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One of the central actions that occur in this final scene is the execution of Buckingham, which in itself raises a number of very interesting themes that dominate the play. Note the way that as he is brought to be executed, Buckingham begins to think of repentance and recalls past actions and prophecies. Buckingham in particular remembers Margaret's curse and how true it has turned out to be. Although it was dismissed as the ramblings of a mad woman before, Buckingham is forced to recognise that it speaks truth and has accurately prophesied what has happened, which leads him to conclude that he deserves punishment. The element of prophecy indicates the theme of God being in control, and thus the theme of moral justice for those who give themselves over to evil (such as Buckingham and Richard) clearly is raised, which in turn foreshadows the fall of Richard's evil regime. Note very carefully how Buckingham draws attention to God's justice and how it will be triumphant in the world of men in the following lines:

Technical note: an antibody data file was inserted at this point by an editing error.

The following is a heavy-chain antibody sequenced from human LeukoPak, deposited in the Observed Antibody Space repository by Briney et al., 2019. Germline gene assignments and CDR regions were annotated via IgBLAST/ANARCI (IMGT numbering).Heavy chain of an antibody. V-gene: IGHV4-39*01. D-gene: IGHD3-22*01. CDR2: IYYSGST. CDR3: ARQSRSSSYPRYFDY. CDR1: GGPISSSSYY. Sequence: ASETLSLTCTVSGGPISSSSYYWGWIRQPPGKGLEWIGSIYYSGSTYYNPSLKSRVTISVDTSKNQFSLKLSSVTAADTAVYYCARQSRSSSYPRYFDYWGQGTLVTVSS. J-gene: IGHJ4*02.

Thus doth he force the swords of wicked men
To turn their own points in their masters' bosoms.
Buckingham is arguing that those who give themselves over to evil will meet their own end because of their wickedness. Thus Richard, having dedicated his life to wicked deeds, will find that his life and his reign will be cut short precisely as a result of his evil nature. This acts as something of an aphorism in the play, that foreshadows the defeat and death of Richard and establishes the theme of God's justice and how he deals with evil.
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